Thomas Fanshawe (1533-1601), 2nd Remebrancer of the Exchequer
Thomas Fanshawe was the son of John Fanshawe and his wife Margaret Eyre. After leaving Jesus College, Cambridge, he joined his uncle Henry's (See no.7) household and began his career in the Exchequer. He became the protégé of his uncle (he had no sons of his own) and succeeded him as Queen's Remembrancer in 1568. He was admitted to the Middle Temple in 1570 and was elected M.P. for Arundel in 1572, 1584, 1588 and 1593, and for Much Wenlock in 1597/8. To the properties conveyed to him by his uncle, Thomas added the manor of Westbury, Barking, the freehold of Ilford Leper Hospital, and the manor of Ware Park, Herts. His book ?The Practice of the Exchequer? is the chief authority for all that is known today about the office in the time of Elizabeth I. In 1566 he married Mary Bourchier, with whom he had two sons: Henry (1569-1616) and Walter (1574-1593). He married his second wife, Joan Smythe in 1578. Together they had five children: Thomas (1580-1631); Alse (1581-1640); William (1583-1635) (See no.45); Margaret (1591-1658). This portrait was purchased by the Fanshawe family (along with no.7) in 1929, from Prince Charles Louis of Habsburg Lorraine Bourbon, of Woodland Park, Loose, Kent, to whom it was bequeathed by the Archduke Franz Ferdinand of Austria-Hungary.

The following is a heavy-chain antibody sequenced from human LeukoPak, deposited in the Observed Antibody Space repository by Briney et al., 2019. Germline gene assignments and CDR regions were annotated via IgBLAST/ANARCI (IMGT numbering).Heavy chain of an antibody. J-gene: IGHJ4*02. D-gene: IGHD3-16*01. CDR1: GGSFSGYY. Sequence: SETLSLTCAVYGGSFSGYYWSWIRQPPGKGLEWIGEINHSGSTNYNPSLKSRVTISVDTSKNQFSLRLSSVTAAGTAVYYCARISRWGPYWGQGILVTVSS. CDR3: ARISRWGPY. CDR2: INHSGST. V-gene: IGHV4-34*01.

Dark picture of a man, turned slightly to his right, wearing a dark tunic/gown, with large puffed sleeves, fastened to the top and a black beaver hat. Also has an Elizabethan neck and wrist ruffs. Holds scroll of paper in his right hand, and wears a diamond ring on the little finger of his left hand. He has a fair short beard and moustache. Top of red chair just visible over his left shoulder. This chair is very similar to the one of ?a woman in red 1620? at the Tate.
Conservation work undertaken in 2009 by Dr. Clare Finn showed that the attribution inscription at top right of the portrait was a later addition. Also that part of the inscription at top left was also ammended at a later date, due to the width of the panel on which they are painted being reduced. This could explain why the date and age never corrsponded with the facts. Part of the original inscrition was lost and the details repainted incorrectly.
Whole height: 1110mm
Canvas height: 890mm
Visual arts, Fanshawe Portraits
Inscription Painted Across top on painting: ?AETATIS SVAE 45 / ANo DNI 1590 / THOMAS FANSHAWE ESQre / YE QVENES REMEMBRAUNCER / IN YeEXCHEQVER?